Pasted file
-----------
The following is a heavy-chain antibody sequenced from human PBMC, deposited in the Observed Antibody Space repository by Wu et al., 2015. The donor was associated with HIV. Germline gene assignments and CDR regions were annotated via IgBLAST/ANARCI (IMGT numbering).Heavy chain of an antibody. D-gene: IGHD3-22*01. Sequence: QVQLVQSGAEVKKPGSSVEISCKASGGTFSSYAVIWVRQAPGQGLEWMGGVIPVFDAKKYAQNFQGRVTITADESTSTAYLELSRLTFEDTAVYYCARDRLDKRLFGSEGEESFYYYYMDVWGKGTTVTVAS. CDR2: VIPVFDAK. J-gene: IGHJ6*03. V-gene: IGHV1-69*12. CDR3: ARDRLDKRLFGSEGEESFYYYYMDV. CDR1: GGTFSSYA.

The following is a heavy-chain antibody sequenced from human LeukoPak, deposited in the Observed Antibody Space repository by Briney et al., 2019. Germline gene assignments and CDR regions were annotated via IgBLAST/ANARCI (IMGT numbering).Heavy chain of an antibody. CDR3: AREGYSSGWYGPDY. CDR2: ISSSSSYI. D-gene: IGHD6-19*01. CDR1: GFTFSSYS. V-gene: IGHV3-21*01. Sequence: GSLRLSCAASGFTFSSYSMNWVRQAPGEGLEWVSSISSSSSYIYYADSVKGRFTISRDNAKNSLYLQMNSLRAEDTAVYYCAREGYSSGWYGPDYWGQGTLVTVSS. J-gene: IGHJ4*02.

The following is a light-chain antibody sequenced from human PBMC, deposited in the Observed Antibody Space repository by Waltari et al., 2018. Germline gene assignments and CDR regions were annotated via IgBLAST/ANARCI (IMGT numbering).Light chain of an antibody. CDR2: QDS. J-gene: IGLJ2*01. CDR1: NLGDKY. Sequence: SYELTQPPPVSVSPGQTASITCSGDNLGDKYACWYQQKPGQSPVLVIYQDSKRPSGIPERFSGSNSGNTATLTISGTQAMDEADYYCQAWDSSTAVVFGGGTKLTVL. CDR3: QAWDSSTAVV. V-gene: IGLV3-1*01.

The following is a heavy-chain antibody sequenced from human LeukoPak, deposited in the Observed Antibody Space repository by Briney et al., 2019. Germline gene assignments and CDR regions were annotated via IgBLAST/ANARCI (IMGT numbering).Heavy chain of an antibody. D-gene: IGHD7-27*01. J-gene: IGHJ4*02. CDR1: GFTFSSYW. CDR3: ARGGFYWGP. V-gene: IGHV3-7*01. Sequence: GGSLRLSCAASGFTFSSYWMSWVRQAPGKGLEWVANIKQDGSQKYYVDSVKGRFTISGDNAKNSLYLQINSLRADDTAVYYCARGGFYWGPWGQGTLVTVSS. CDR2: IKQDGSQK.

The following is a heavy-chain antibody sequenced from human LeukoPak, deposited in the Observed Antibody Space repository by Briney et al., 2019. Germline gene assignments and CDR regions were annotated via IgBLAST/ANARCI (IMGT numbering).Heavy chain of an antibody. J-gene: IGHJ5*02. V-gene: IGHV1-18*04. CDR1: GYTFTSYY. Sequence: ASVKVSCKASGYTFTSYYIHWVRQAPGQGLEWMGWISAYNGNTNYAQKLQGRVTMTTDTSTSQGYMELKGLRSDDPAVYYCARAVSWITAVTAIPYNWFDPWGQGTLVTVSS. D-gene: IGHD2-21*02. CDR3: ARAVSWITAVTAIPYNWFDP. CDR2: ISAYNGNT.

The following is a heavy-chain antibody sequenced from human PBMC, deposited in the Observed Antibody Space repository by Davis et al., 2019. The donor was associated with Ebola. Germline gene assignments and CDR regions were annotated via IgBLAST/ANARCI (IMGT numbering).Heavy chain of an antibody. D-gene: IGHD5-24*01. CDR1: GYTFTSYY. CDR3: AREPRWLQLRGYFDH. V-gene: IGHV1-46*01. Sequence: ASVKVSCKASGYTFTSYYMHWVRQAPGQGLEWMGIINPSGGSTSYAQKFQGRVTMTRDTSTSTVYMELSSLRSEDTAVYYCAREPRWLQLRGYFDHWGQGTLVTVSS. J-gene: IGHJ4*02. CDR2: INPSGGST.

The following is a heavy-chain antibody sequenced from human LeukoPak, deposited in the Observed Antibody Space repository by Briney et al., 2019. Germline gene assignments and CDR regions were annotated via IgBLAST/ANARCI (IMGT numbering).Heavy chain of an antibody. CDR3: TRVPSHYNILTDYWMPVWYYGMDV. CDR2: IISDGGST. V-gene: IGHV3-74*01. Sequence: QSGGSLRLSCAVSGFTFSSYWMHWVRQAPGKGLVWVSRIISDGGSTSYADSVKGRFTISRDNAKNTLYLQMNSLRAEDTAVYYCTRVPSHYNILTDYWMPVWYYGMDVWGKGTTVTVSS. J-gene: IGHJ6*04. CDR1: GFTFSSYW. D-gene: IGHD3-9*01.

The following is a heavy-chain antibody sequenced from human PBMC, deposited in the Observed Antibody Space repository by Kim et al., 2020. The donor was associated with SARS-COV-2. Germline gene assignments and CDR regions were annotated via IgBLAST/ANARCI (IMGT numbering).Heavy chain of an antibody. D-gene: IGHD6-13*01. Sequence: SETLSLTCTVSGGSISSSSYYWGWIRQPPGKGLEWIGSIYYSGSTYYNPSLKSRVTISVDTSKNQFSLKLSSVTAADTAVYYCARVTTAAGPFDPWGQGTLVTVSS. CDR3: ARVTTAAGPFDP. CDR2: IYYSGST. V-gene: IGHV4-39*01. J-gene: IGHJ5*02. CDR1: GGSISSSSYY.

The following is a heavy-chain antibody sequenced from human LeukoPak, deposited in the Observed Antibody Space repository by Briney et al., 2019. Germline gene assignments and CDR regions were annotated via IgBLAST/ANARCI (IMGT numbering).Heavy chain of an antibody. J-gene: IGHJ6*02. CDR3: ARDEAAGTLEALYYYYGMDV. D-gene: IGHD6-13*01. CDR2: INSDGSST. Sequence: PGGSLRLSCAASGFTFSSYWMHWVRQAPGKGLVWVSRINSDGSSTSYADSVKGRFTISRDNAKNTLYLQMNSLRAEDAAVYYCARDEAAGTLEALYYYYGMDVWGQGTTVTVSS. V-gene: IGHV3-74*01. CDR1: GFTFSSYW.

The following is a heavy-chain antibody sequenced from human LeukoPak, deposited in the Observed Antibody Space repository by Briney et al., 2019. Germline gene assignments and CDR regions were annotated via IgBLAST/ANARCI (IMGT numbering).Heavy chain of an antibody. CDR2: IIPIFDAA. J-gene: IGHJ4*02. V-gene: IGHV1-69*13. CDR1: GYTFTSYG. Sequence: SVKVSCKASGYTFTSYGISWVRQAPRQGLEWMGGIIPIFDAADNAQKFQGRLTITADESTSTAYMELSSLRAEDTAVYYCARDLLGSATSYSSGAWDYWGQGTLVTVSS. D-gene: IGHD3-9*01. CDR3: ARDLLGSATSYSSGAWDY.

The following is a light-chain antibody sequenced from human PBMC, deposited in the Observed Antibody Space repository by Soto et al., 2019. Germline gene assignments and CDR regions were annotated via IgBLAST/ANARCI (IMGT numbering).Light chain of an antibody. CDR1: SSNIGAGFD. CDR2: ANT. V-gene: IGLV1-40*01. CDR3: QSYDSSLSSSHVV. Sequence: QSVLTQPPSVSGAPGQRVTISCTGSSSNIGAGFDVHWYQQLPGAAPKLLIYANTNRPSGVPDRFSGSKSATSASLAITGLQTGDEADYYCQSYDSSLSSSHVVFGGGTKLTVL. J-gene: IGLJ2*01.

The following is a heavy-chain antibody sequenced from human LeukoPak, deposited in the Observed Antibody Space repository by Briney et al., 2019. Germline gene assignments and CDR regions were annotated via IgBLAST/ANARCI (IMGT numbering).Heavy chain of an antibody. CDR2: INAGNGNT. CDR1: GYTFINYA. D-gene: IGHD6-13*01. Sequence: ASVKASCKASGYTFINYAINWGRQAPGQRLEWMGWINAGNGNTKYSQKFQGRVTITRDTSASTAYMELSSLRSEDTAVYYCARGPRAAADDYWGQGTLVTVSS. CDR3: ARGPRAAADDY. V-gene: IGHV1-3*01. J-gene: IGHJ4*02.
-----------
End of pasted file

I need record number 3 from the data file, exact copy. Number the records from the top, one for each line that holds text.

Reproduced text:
The following is a light-chain antibody sequenced from human PBMC, deposited in the Observed Antibody Space repository by Waltari et al., 2018. Germline gene assignments and CDR regions were annotated via IgBLAST/ANARCI (IMGT numbering).Light chain of an antibody. CDR2: QDS. J-gene: IGLJ2*01. CDR1: NLGDKY. Sequence: SYELTQPPPVSVSPGQTASITCSGDNLGDKYACWYQQKPGQSPVLVIYQDSKRPSGIPERFSGSNSGNTATLTISGTQAMDEADYYCQAWDSSTAVVFGGGTKLTVL. CDR3: QAWDSSTAVV. V-gene: IGLV3-1*01.